Historic Kolob Mountain
By Owen Sanders
When lassitude tugs at your body
And robs you of zest to exist
Come with me to Kolob
And walk through the mild morning mist.
Huddle at dawn on a hillside
And scan the green valley below;
Listen to snapping and crackle of twigs
And thumping of hooves on the go!
When shots re-echo at daybreak
Your pulse starts pounding anew
As you search to locate your quarry
And forget the breathtaking view.
Come back with me to Kolob
It’s fun to be with you up there
Sluff off the work-a-day worry
In the sparkling, clear mountain air!
Kolob is a majestic jewel in an awesome setting of rare scenic charm. It is one mile higher than Hurricane City and can be reached in a few minutes by driving constantly upward from plateau to plateau through spellbinding beauty at every turn in the road.
Pioneers who colonized Toquerville, Virgin City and Grafton, also ranched on Kolob. They hobbled and milked scores of half-wild cows, fresh from the lush, green pastures of Kolob and the desert rangeland far below. From the milk and cream, they made many crocks and barrels of butter and zesty cheese which was then hauled by wagon down the steep mountain road and sold or traded to merchants in Cedar City, St. George and the mining towns of Silver Reef, Frisco, Newhouse, Pioche and Delemar.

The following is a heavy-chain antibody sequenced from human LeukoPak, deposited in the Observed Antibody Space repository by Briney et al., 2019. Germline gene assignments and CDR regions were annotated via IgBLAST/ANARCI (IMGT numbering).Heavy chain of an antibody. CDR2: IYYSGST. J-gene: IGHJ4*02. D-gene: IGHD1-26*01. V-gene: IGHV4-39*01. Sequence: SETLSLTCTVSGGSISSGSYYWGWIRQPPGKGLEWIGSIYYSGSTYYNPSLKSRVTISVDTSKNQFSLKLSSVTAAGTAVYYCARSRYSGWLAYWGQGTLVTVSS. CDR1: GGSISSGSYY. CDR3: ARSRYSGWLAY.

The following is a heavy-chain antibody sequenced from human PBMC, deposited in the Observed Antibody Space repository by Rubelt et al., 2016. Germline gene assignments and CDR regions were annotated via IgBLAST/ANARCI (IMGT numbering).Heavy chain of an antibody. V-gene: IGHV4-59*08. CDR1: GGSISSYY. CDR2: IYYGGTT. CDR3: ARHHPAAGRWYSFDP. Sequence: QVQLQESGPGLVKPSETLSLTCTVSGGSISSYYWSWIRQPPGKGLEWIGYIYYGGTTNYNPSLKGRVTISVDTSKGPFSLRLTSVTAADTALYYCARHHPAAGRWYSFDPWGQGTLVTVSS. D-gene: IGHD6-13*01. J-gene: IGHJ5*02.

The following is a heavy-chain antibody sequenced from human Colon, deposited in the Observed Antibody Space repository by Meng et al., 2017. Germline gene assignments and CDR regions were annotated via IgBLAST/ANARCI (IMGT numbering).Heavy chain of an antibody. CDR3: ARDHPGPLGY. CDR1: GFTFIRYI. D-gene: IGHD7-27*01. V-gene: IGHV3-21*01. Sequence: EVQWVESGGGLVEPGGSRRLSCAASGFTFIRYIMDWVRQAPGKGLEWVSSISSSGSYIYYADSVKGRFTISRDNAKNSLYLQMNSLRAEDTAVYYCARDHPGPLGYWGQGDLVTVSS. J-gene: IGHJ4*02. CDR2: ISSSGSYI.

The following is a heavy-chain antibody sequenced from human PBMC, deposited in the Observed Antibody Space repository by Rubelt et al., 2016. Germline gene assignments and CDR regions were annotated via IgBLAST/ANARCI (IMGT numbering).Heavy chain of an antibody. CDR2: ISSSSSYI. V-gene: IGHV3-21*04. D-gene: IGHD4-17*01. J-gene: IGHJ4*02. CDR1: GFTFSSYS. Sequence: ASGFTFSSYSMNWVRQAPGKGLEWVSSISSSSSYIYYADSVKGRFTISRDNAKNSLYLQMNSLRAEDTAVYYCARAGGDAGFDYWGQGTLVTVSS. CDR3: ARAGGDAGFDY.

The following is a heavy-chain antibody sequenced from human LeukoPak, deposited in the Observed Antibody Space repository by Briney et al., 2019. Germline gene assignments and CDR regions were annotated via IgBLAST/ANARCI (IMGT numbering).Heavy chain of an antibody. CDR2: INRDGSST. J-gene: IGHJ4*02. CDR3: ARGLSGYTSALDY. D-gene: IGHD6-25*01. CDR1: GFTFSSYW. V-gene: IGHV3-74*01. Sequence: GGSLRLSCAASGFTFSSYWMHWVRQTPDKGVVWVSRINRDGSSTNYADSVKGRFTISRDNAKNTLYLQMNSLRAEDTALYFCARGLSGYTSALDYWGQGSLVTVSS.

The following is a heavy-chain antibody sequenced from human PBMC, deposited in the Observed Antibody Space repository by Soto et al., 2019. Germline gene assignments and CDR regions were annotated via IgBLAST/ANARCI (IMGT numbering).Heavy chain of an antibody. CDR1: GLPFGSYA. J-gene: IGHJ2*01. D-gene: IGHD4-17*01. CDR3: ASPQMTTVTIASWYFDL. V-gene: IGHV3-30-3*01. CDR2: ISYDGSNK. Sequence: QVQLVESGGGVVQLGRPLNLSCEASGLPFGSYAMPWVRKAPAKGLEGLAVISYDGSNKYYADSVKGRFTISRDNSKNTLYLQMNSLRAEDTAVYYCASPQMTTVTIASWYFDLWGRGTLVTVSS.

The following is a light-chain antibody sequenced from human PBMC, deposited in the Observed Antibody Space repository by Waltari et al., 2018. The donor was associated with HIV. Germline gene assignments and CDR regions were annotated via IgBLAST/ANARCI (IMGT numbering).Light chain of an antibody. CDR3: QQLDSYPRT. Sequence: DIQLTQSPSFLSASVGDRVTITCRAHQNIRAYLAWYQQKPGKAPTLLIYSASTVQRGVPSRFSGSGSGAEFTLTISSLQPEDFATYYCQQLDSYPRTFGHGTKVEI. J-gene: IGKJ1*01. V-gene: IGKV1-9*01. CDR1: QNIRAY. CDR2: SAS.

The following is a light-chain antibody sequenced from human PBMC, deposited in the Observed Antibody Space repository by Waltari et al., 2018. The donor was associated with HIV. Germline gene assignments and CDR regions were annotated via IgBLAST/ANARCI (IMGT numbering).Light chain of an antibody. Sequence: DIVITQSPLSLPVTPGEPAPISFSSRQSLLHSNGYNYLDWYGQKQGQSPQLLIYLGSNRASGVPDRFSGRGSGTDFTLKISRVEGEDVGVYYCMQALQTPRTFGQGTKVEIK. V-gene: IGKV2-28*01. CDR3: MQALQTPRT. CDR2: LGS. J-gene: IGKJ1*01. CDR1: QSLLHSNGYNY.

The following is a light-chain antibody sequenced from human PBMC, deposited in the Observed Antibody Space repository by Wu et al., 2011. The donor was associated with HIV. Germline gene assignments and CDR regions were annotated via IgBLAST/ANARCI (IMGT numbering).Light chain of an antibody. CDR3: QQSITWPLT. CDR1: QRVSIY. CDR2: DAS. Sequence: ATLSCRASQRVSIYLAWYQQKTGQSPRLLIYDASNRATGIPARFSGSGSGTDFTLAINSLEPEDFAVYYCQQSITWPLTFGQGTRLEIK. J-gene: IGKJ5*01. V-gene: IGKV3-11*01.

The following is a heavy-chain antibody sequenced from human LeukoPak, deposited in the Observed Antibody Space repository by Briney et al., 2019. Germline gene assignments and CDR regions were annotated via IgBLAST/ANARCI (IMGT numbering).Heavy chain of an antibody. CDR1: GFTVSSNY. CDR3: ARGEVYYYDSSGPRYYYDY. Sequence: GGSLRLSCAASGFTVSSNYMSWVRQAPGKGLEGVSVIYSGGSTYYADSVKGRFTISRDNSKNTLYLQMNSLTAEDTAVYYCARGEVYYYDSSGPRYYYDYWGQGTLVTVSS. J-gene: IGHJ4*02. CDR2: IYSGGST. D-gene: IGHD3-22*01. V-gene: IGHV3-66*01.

From Kolob Peak, Zion Canyon can be seen far below and the St. George Temple is visible 50 miles away and one mile below. For over fifty years, a pole gate swung between two giant ponderosa pines in Black Canyon on the road to Kolob. Until this gate was opened, livestock could not drift from the lower range onto Upper Kolob. Sheer sandstone cliffs formed a high natural barrier.
From the West and South, several massive pinnacles jut out from Kolob and rise several thousand feet from their base like fabulous “Islands in the Sky.” Some of these have a surface area of several hundred acres. By fencing across a narrow neck of connecting land, cattle and sheep could be held on this land.
Descendants of Kolob ranchers helped colonize The City of Hurricane in 1906. Now, Their descendants have homes and cabins on these ranches. Visiting Kolob is an exhilarating and unforgettable experience!
This Plaque sponsored by James Allen Ballard and his wife Joan Webb Ballard In honor of their pioneer progenitors, the Ballard and Webb Families, Who helped colonize the city of Hurricane!